The Incentive Plan
The question of whether to pay employees an hourly wage or an incentive of some kind has always intrigued Jack.
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His basic policy has been to pay employees an hourly wage, except that his managers do receive an end-of-year bonus depending, as Jack puts it, “on whether their stores do well or not that year.”
However, he is considering using an incentive plan in one store. Jack knows that a presser should press about 25 “tops” (jackets, dresses, blouses) per hour. Most of his pressers do not attain this ideal standard, though. In one instance, a presser named Walt was paid $8 per hour, and Jack noticed that regardless of the amount of work he had to do, Walt always ended up going home at about 3:00 p.m., so he earned about $300 at the end of the week. If it was a holiday week, for instance, and there were a lot of clothes to press, he might average 22 to 23 tops per hour (someone else did pants) and so he’d earn perhaps $300 and still finish each day in time to leave by 3:00 p.m. so he could pick up his children at school. But when things were very slow in the store, his productivity would drop to perhaps 12 to 15 pieces an hour, so that at the end of the week he’d end up earning perhaps $280, and in fact not go home much earlier than he did when it was busy.
Jack spoke with Walt several times, and while Walt always promised to try to do better, it gradually became apparent to Jack that Walt was simply going to earn his $300 per week no matter what. Though Walt never told him so directly, it dawned on Jack that Walt had a family to support and was not about to earn less than his “target” wage, regardless of how busy or slow the store was. The problem was that the longer Walt kept pressing each day, the longer the steam boilers and compressors had to be kept on to power his machines, and the fuel charges alone ran close to $6 per hour. Jack clearly needed some way short of firing Walt to solve the problem, since the fuel bills were eating up his profits.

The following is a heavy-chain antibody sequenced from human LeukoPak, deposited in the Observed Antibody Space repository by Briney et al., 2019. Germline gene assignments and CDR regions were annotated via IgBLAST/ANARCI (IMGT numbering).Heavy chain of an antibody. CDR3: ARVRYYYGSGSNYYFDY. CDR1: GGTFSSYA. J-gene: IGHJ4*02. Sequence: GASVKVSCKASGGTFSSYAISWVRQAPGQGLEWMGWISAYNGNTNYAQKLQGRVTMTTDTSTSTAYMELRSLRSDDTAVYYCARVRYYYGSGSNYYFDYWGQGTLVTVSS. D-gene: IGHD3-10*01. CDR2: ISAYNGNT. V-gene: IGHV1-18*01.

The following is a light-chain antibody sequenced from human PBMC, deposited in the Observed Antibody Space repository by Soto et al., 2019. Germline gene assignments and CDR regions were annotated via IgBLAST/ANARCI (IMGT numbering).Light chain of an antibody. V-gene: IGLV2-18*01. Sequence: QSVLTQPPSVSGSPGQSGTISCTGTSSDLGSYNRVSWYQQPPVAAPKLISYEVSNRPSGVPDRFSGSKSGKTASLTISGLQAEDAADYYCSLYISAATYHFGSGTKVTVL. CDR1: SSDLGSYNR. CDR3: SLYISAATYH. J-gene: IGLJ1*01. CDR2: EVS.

His solution was to tell Walt that, instead of an hourly $8 wage, he would henceforth pay him $0.33 per item pressed. That way, said Jack to himself, if Walt presses 25 items per hour at $0.33 he will in effect get a small raise. He’ll get more items pressed per hour and will therefore be able to shut the machines down earlier.
On the whole, the experiment worked well. Walt generally presses 25 to 35 pieces per hour now. He gets to leave earlier and, with the small increase in pay, he generally earns his target wage. Two problems have arisen, though. The quality of Walt’s work has dipped a bit, plus his manager has to spend a minute or two each hour counting the number of pieces Walt pressed that hour. Otherwise, Jack is fairly pleased with the results of his incentive plan, and he’s wondering whether to extend it to other employees and other stores.
1.Should other employees (cleaner/spotters, counter people) be put on a similar plan? Why or why not? If so, how, exactly?
2.Is there another incentive plan you think would work better for the pressers? Describe it